Such an ADR scheme has unfortunately no place where there is no consensus in relation to liability, as for example the Cervical Cancer Cases as in these the defendants can make the case that even if the original screen was incorrectly read, this was done without any legal fault or negligence in accordance with the Dunne principles. Accordingly, when in response to a largely misinformed and very unhelpful tidal wave of public fury when these cases came to light, the Government established after the Meenan Report a system of hearing such cases outside court under Ms. Justice Irvine, such a scheme does and indeed must involve Ms. Justice Irvine or her panel hearing evidence and the examination and cross-examination of the witnesses including the claimants. Availing of this scheme may have attractions for those who do not want publicity. The scheme is in response to a Government promise that a system for resolving these disputes outside court would be established, however the non-court system dealing with these cases will have to decide them in accordance with Law and the Dunne principles in precisely the same way as would a court. Furthermore, as must be the case, under the scheme there is a right to a full appeal by either side to the High Court which might result in merely a second layer of forensic examination for the claimants and indeed a further layer of costs.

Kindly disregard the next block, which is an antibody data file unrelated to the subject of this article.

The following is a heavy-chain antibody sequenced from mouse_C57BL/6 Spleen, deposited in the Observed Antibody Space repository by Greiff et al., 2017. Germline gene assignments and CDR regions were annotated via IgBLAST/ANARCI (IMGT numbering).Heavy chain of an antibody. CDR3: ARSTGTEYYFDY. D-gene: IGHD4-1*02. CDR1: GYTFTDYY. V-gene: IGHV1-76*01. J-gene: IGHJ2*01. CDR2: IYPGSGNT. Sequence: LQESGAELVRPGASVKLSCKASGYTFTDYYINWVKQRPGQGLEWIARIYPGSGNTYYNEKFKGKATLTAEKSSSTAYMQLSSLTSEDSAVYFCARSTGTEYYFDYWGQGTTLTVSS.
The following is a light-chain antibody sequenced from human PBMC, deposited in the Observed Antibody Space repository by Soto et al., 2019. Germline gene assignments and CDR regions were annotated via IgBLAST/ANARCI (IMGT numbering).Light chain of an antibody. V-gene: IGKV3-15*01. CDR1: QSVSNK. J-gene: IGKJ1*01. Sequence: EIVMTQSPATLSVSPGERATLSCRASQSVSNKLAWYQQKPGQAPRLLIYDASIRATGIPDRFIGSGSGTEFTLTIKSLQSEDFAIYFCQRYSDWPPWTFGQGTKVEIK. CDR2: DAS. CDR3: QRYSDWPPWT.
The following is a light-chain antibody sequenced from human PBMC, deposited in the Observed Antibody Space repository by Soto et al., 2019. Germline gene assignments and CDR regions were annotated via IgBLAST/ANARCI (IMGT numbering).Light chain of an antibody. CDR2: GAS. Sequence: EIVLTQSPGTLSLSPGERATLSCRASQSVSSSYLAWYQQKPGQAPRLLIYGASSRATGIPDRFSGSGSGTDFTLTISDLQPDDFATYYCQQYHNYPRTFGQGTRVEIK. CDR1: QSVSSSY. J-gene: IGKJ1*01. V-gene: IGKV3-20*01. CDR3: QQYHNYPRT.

The scheme established does of course have the right to automatic anonymity and all evidence is heard in private. There is, however, scope for the courts at present where the health of any witness would be interfered with by their identification to order non-publication of their names. This right has been upheld in favour of claimants in the cervical cancer cases by the court. It would have been open to the Oireachtas to direct that all of the cervical claims cases were to be held in private should they have wished. It remains to be seen what affect the non-court scheme under Ms. Justice Irvine will have and I wish it well.